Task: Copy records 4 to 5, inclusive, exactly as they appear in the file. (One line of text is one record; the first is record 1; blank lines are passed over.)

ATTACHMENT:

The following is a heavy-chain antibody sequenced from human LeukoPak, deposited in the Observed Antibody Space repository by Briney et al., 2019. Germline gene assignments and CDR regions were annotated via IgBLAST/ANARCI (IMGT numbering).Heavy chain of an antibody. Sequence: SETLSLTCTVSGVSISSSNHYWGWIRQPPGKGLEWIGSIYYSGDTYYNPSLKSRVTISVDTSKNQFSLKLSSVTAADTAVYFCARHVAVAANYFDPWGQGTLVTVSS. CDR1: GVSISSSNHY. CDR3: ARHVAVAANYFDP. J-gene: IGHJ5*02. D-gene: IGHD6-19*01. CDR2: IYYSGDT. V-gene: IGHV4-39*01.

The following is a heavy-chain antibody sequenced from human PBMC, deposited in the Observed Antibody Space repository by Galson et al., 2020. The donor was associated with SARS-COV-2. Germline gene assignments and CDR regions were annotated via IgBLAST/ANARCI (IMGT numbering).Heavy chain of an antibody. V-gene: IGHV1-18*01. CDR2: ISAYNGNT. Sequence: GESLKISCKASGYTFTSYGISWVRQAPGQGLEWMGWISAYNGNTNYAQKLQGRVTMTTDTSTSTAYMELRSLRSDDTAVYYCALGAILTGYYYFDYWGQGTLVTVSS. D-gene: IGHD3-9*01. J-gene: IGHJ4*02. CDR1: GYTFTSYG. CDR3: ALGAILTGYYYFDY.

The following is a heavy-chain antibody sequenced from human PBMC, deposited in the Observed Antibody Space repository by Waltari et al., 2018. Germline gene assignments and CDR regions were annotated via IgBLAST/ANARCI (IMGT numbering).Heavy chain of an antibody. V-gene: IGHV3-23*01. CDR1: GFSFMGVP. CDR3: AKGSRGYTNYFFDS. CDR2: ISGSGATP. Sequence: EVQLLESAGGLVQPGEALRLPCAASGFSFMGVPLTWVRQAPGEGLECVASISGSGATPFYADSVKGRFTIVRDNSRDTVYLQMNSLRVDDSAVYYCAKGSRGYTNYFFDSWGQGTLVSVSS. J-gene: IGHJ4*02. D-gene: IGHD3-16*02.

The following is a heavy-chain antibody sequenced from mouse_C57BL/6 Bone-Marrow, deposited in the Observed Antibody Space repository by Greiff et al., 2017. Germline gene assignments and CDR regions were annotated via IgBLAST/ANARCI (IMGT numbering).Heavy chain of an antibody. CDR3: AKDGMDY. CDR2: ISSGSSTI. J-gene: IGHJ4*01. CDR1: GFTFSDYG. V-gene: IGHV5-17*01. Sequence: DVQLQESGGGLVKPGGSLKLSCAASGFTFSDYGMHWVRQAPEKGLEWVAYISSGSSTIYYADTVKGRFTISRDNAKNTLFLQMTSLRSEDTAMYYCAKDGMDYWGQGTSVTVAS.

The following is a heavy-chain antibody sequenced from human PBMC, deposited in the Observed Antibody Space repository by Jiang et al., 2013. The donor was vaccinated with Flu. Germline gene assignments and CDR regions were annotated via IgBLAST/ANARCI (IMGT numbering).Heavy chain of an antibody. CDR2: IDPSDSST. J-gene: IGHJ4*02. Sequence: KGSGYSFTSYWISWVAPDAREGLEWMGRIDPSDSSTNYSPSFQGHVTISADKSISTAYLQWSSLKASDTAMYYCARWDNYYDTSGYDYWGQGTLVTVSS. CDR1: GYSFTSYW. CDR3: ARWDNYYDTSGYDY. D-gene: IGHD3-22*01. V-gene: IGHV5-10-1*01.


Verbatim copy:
The following is a heavy-chain antibody sequenced from mouse_C57BL/6 Bone-Marrow, deposited in the Observed Antibody Space repository by Greiff et al., 2017. Germline gene assignments and CDR regions were annotated via IgBLAST/ANARCI (IMGT numbering).Heavy chain of an antibody. CDR3: AKDGMDY. CDR2: ISSGSSTI. J-gene: IGHJ4*01. CDR1: GFTFSDYG. V-gene: IGHV5-17*01. Sequence: DVQLQESGGGLVKPGGSLKLSCAASGFTFSDYGMHWVRQAPEKGLEWVAYISSGSSTIYYADTVKGRFTISRDNAKNTLFLQMTSLRSEDTAMYYCAKDGMDYWGQGTSVTVAS.

The following is a heavy-chain antibody sequenced from human PBMC, deposited in the Observed Antibody Space repository by Jiang et al., 2013. The donor was vaccinated with Flu. Germline gene assignments and CDR regions were annotated via IgBLAST/ANARCI (IMGT numbering).Heavy chain of an antibody. CDR2: IDPSDSST. J-gene: IGHJ4*02. Sequence: KGSGYSFTSYWISWVAPDAREGLEWMGRIDPSDSSTNYSPSFQGHVTISADKSISTAYLQWSSLKASDTAMYYCARWDNYYDTSGYDYWGQGTLVTVSS. CDR1: GYSFTSYW. CDR3: ARWDNYYDTSGYDY. D-gene: IGHD3-22*01. V-gene: IGHV5-10-1*01.